Culture (n.) the behaviors and beliefs characteristic of a particular social, ethnic, or age group: the youth culture; the drug culture.
Anyone that has worked in (or led) an organization knows the importance of establishing a positive workplace "culture." However, the ambiguity of that term often leaves leaders and workers a bit disenchanted. A bright eyed trainer may pop in to your job and do a quick training to help create more "cohesive workplace culture."
Suddenly you find you've spent half of the day learning about your color type or what animal you and your coworkers are and you leave wondering the real value of calling your sales team "the wolverines" or the "perky purples" really is. If you're the person who hired the trainer you may be worndering why you just spent a thousand bucks to get told you were a snail because you don't like to make rash decisions. A snail...really?
Sure it's good for entertainment and Purple Wednesdays were cool for a couple of months but they get old (that and you run out of purple stuff to wear...unless you're Grimace, then you're all set). What does that kind of culture building really tell you about the goals of your organization or its working parts? Furthermore, does it speak to the motivations, desires and multiple dimensions of the organizations people? Not really, but it's an interesting distraction but doesn't produce lasting results.
Organizational culture can be much sexier (in a workplace friendly kind of way), deeper and much longer lasting than simply throwing the term around as Organizational Development lip service. Bringing a trainer in to teach your sales team to be tigers rather than bunnies is fun but is likely not long-lasting, and doesn't help your team to grow in a significant way because the people are not represented multi-dimesionally.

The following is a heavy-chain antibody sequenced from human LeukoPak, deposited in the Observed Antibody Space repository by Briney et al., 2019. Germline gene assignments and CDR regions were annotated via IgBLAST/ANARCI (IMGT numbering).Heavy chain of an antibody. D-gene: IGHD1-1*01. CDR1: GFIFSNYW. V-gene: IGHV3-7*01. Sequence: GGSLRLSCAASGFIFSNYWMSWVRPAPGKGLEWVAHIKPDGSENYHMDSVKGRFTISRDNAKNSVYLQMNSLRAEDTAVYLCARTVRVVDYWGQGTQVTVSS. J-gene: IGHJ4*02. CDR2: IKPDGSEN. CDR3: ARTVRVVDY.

Innovative culture building in an organization can make it a living, breathing part of your organization. However, it has to encompass the vision of the company and the goals of its valuable contributors. Slapping a tiger sticker on your sales teams cubicles will likely feel condescending and kitchy at best.
The Enneagram, as many know, is an excellent tool for self discovery and personal growth, but has huge implications in organizational settings if visionaries can see its benefits as a cultural tool. In organizational development the term cultural discourse is receiving some traction because of its potential to unite disjunctive parts into something holistic and cohesive.
But isn't cultural discourse just more jargon? It is, if you don't apply it, but if you understand how it's already working within your organization and how to leverage it in a way that creates greater productivity and happiness it becomes more than just jargon.
Gettin' Some Culture
The concept of Cultural Discourse was first conceptualized by the famous French critical scholar Michel Foucault. Gail Fairhurst (author of The Power of Framing) explains discourse well, writing: “a really excellent way to think about Discourse is a system of thought with its own linguistic tool bag, or collection of terms and metaphors for key concepts and ideas, and its own categories for understanding themes for stories, and familiar arguments to draw upon to describe, explain, or justify our place in the world at any given moment” (Fairhurst, 2011).
Cultural Discourse explains why football teams talks about “rushing yards”, “touchdowns”, “defensive and offensive games”, “penalties” and “flags”, while the same language or Discourse in a beauty salon would not only be a little strange but completely obsolete.
We often think of culture in a grand way (American culture or African culture), but the value of understanding culture in an organizational setting is extremely beneficial.
If we think about our Enneagram types as a microcosm of Cultural Discourse that we share with other people with our same style we can see how the term can be used in tandem with the Enneagram system.